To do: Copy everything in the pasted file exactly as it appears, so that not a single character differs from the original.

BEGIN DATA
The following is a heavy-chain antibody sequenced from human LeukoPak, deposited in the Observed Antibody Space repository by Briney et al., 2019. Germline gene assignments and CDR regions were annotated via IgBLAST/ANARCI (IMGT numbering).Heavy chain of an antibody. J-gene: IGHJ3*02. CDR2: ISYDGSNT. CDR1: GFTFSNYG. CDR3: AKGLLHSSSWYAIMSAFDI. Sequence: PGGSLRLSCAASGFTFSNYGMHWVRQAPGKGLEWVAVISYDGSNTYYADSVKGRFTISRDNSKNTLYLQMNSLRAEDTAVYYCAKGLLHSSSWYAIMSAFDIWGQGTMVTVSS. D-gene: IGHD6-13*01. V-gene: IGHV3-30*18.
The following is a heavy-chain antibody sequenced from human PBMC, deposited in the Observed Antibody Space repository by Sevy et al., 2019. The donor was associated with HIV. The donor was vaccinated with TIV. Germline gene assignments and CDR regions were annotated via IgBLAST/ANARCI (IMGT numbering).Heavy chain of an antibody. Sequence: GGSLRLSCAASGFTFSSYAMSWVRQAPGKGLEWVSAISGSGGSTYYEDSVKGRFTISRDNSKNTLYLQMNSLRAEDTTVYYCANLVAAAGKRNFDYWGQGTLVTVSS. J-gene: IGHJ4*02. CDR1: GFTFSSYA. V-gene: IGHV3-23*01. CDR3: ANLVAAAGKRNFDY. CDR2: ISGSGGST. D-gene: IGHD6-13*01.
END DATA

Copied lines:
The following is a heavy-chain antibody sequenced from human LeukoPak, deposited in the Observed Antibody Space repository by Briney et al., 2019. Germline gene assignments and CDR regions were annotated via IgBLAST/ANARCI (IMGT numbering).Heavy chain of an antibody. J-gene: IGHJ3*02. CDR2: ISYDGSNT. CDR1: GFTFSNYG. CDR3: AKGLLHSSSWYAIMSAFDI. Sequence: PGGSLRLSCAASGFTFSNYGMHWVRQAPGKGLEWVAVISYDGSNTYYADSVKGRFTISRDNSKNTLYLQMNSLRAEDTAVYYCAKGLLHSSSWYAIMSAFDIWGQGTMVTVSS. D-gene: IGHD6-13*01. V-gene: IGHV3-30*18.
The following is a heavy-chain antibody sequenced from human PBMC, deposited in the Observed Antibody Space repository by Sevy et al., 2019. The donor was associated with HIV. The donor was vaccinated with TIV. Germline gene assignments and CDR regions were annotated via IgBLAST/ANARCI (IMGT numbering).Heavy chain of an antibody. Sequence: GGSLRLSCAASGFTFSSYAMSWVRQAPGKGLEWVSAISGSGGSTYYEDSVKGRFTISRDNSKNTLYLQMNSLRAEDTTVYYCANLVAAAGKRNFDYWGQGTLVTVSS. J-gene: IGHJ4*02. CDR1: GFTFSSYA. V-gene: IGHV3-23*01. CDR3: ANLVAAAGKRNFDY. CDR2: ISGSGGST. D-gene: IGHD6-13*01.